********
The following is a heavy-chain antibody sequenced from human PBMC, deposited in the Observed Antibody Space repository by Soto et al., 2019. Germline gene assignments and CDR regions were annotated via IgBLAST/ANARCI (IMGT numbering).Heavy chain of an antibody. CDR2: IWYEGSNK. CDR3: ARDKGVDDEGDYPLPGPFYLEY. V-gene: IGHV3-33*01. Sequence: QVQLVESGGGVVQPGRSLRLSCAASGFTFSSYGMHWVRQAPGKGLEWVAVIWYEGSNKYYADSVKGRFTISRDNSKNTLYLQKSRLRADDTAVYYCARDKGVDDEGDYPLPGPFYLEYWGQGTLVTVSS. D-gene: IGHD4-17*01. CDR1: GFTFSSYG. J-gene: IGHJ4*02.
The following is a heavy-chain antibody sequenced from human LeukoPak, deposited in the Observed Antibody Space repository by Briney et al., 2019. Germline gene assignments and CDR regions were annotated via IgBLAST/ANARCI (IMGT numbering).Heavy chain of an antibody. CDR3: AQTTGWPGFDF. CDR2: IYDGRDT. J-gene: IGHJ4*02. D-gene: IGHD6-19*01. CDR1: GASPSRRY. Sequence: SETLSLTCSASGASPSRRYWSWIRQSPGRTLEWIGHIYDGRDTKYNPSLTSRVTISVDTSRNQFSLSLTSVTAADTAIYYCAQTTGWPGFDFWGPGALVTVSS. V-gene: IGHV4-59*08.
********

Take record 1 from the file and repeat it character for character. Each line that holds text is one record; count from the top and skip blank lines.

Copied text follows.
The following is a heavy-chain antibody sequenced from human PBMC, deposited in the Observed Antibody Space repository by Soto et al., 2019. Germline gene assignments and CDR regions were annotated via IgBLAST/ANARCI (IMGT numbering).Heavy chain of an antibody. CDR2: IWYEGSNK. CDR3: ARDKGVDDEGDYPLPGPFYLEY. V-gene: IGHV3-33*01. Sequence: QVQLVESGGGVVQPGRSLRLSCAASGFTFSSYGMHWVRQAPGKGLEWVAVIWYEGSNKYYADSVKGRFTISRDNSKNTLYLQKSRLRADDTAVYYCARDKGVDDEGDYPLPGPFYLEYWGQGTLVTVSS. D-gene: IGHD4-17*01. CDR1: GFTFSSYG. J-gene: IGHJ4*02.